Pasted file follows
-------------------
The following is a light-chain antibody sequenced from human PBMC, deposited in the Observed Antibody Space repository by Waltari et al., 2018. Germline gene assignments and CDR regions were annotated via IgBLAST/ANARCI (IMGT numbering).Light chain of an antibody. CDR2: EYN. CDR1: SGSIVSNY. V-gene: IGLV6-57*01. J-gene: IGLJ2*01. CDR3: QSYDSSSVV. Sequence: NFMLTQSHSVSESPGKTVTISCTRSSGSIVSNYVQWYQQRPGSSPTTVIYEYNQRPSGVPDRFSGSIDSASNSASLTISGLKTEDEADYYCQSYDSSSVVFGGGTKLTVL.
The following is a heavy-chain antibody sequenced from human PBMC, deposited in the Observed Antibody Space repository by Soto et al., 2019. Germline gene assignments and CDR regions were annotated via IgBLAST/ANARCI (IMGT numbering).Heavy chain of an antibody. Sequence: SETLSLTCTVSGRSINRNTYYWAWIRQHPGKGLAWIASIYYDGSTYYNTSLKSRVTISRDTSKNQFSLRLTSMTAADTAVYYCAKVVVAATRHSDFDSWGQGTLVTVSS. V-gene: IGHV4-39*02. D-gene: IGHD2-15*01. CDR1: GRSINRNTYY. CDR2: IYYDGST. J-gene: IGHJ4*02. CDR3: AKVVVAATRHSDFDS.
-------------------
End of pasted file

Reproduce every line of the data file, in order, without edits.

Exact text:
The following is a light-chain antibody sequenced from human PBMC, deposited in the Observed Antibody Space repository by Waltari et al., 2018. Germline gene assignments and CDR regions were annotated via IgBLAST/ANARCI (IMGT numbering).Light chain of an antibody. CDR2: EYN. CDR1: SGSIVSNY. V-gene: IGLV6-57*01. J-gene: IGLJ2*01. CDR3: QSYDSSSVV. Sequence: NFMLTQSHSVSESPGKTVTISCTRSSGSIVSNYVQWYQQRPGSSPTTVIYEYNQRPSGVPDRFSGSIDSASNSASLTISGLKTEDEADYYCQSYDSSSVVFGGGTKLTVL.
The following is a heavy-chain antibody sequenced from human PBMC, deposited in the Observed Antibody Space repository by Soto et al., 2019. Germline gene assignments and CDR regions were annotated via IgBLAST/ANARCI (IMGT numbering).Heavy chain of an antibody. Sequence: SETLSLTCTVSGRSINRNTYYWAWIRQHPGKGLAWIASIYYDGSTYYNTSLKSRVTISRDTSKNQFSLRLTSMTAADTAVYYCAKVVVAATRHSDFDSWGQGTLVTVSS. V-gene: IGHV4-39*02. D-gene: IGHD2-15*01. CDR1: GRSINRNTYY. CDR2: IYYDGST. J-gene: IGHJ4*02. CDR3: AKVVVAATRHSDFDS.